2. Draw the region defined by the integral terminals.

    It should then be evident that after reversing the order of integration you get:

    \int_{y=0}^{y = 1} \int_{x=0}^{x = \cos^{-1} (y)} f(x,y) ~dx ~dy.
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    Moo
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    Quote Originally Posted by mr fantastic View Post
    1. Add the red stuff.
    Why ?
    Doesn't the order of dy dx define the order of integration ?

    \int_{y=0}^{y = 1} \int_{x=0}^{x = \cos^{-1} (y)} f(x,y) ~{\color{red}dx} ~{\color{red}dy}
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  7. #7
    MHF Contributor Mathstud28's Avatar
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    Quote Originally Posted by Moo View Post
    Between 0 and \tfrac \pi 2, the cosine function is decreasing

    This is why we reverse the inequality order ! And saying that 1 \le \dots \le 0 is just a nonsense


    Just not taking care of cos(x).
    Oh of course! For then we would have to have that if x_0<x_1

    that f(x_0){\color{red}<}f(x_1)

    Great that was the missing key!
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  8. #8
    MHF Contributor Mathstud28's Avatar
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    Quote Originally Posted by mr fantastic View Post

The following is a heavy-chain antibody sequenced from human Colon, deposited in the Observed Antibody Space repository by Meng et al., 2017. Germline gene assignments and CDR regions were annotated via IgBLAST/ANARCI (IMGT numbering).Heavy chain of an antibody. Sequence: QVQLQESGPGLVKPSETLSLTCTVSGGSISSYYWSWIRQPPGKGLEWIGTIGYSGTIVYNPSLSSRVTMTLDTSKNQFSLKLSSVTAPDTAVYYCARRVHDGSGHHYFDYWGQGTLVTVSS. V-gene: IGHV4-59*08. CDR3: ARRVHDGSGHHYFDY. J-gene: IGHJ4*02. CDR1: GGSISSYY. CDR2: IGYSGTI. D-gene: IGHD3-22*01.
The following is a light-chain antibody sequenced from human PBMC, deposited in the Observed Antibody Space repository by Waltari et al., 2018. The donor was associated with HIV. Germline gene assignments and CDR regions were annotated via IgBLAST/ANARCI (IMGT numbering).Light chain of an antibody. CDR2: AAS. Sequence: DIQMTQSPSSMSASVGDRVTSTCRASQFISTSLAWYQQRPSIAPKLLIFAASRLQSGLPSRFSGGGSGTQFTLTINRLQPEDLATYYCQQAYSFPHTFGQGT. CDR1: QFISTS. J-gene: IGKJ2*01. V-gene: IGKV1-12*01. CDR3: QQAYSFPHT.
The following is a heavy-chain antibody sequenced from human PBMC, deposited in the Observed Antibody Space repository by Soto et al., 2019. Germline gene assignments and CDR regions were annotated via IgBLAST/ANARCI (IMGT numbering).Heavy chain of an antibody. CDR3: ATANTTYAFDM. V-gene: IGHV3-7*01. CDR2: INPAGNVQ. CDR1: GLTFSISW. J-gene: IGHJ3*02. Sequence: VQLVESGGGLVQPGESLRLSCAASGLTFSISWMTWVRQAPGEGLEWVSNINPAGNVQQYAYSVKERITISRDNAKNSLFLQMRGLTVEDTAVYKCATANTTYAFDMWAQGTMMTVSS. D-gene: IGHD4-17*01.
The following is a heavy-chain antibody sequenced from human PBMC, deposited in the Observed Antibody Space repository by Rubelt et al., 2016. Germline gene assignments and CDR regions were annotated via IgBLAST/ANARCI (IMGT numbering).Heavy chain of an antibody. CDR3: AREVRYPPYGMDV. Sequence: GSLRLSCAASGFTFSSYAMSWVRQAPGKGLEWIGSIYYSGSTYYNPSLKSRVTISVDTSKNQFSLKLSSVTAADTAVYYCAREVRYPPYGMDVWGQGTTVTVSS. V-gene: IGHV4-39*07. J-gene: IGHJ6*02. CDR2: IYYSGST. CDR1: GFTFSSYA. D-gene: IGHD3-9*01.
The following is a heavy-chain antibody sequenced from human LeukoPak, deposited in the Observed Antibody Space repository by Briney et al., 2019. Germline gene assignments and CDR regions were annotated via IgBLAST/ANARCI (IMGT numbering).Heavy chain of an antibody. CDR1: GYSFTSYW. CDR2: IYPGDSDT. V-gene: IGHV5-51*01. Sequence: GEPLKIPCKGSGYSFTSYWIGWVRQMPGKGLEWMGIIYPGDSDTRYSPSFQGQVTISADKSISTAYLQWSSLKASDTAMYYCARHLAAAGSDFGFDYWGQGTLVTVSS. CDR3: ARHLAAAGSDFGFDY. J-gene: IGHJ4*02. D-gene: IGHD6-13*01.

1. Add the red stuff.

    2. Draw the region defined by the integral terminals.

    It should then be evident that after reversing the order of integration you get:

    \int_{y=0}^{y = 1} \int_{x=0}^{x = \cos^{-1} (y)} f(x,y) ~dx ~dy.
    I got that, but I am a really analytical person and graphs mean nothing to me =(
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  9. #9
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    Quote Originally Posted by Moo View Post
    Why ?
    Doesn't the order of dy dx define the order of integration ?

    \int_{y=0}^{y = 1} \int_{x=0}^{x = \cos^{-1} (y)} f(x,y) ~{\color{red}dx} ~{\color{red}dy}
    You'd be amazed at how much easier it is for novices to draw the region defined by the integral terminals when you add the red stuff and hence explicitly state the equations of the curves that bound the region ....... Even the act of doing this forces them to think of the equations of the curves that bound the region.

    An expert obviously doesn't need to do this ......
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  10. #10
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    Quote Originally Posted by Mathstud28 View Post
    I got that, but I am a really analytical person and graphs mean nothing to me =(
    You have my sympathy. I'll try to avoid future replies that expose your handicap. Perhaps some day gene therapy can cure you.
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  11. #11
    MHF Contributor Mathstud28's Avatar
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    Quote Originally Posted by mr fantastic View Post
    You have my sympathy. I'll try to avoid future replies that expose your handicap. Perhaps some day gene therapy can cure you.
    Ahh what a glorious day that will be .

    Here is my other handicap again

    I should have paid more attention in fourth grade

    I have been able to solve all the ones I have tried in the last ten minutes (about 65 or so) but this one...and I am not entirely sure why...

    0<x<1

    x<y<2-x